Maybe Lolly will enjoy it…

11 Oct

I can’t imagine anyone will love this the way I did, but here goes…

“The devotion shown by some religious scribes to the task of copying and illuminating is aptly indicated in the following passage.”

Put on your very best evangelical preacher voice and read aloud with me (with passion!):

“Let us consider then how we may become scribes of the Lord. The parchment on which we write for him is a pure conscience, whereon all our good works are noted by the pen of memory, and make us acceptable to God. The knife wherewith it is scraped is the fear of God, which removes from our conscience by repentance all the roughness and unevenness of sin and vice. The pumice wherewith it is made smooth is the discipline of heavenly desires…. The chalk with whose fine particles it is whitened indicates the unbroken meditation of holy thoughts…. The ruler by which the line is drawn that we may write straight, is the will of God…. The tool that is drawn along the ruler to make the line, is our devotion to our holy task…. The pen, divided into two that it may be fit for writing, is the love of God and our neighbour…. The ink with which we write is humility itself… The diverse colours wherewith the book is illuminated, not unworthily represent the multiple grace of heavenly Wisdom… The desk whereon we write is tranquility of heart…. The copy by which we write is the life of our Redeemer…. The place where we write is contempt of worldly things.” (Diringer, p 206-7)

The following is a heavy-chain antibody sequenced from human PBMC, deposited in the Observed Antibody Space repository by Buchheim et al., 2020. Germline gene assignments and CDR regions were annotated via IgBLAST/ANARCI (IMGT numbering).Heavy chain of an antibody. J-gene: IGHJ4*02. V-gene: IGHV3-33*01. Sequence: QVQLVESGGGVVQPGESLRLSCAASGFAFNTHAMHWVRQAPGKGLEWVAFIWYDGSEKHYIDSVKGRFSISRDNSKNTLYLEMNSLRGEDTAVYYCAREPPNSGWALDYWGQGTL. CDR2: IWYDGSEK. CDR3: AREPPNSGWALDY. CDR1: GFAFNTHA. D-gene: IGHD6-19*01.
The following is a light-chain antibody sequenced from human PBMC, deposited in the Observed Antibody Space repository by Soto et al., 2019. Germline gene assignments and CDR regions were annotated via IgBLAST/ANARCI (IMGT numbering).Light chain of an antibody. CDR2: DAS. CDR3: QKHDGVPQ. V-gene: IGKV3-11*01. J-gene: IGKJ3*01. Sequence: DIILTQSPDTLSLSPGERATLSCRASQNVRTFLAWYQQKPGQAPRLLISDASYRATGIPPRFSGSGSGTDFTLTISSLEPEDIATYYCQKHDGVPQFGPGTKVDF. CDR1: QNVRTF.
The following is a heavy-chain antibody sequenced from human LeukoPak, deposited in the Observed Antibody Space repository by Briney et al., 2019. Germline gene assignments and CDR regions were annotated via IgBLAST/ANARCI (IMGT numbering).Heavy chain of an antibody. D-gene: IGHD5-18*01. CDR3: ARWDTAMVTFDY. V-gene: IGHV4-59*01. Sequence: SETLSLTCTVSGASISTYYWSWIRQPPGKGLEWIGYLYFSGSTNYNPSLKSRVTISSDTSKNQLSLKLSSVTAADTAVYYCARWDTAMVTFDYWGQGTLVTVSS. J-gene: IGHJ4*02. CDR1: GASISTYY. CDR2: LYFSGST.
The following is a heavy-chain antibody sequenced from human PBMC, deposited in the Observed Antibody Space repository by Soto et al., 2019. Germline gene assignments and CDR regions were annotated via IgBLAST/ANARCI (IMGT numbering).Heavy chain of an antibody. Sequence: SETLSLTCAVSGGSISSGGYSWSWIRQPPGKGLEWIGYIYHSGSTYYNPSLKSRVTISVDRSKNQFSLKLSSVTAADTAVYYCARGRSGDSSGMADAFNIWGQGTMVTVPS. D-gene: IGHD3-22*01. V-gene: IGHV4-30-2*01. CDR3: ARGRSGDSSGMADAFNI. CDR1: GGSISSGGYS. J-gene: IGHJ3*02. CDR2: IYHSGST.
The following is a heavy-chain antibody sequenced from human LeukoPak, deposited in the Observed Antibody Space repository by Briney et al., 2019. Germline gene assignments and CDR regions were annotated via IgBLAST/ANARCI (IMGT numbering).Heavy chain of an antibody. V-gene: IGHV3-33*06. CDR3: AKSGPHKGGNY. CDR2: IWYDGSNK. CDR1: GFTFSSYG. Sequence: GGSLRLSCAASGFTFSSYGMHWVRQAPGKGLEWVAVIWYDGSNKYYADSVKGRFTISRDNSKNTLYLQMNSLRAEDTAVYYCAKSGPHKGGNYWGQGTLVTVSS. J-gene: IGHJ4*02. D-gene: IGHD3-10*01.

Posted by on October 11, 2005 in general geekdom, library stuff


3 responses to “Maybe Lolly will enjoy it…

  1. Lolly

    October 12, 2005 at 6:32 am

    Amazing! I read that book years ago–perhaps I should pick it up again. And, I definitely need to work “wherewith” into more sentences 🙂 that is a great word!

  2. ellie

    October 12, 2005 at 4:47 pm

    It’s a pretty annoyingly white male American from the 50’s view of history, but it does have it’s gems.

  3. Morgan

    October 12, 2005 at 6:28 pm

    I thought at first the writer said “amply” demonstrated rather than “aptly” and now I am disappointed, because “amply” is much more amusing.


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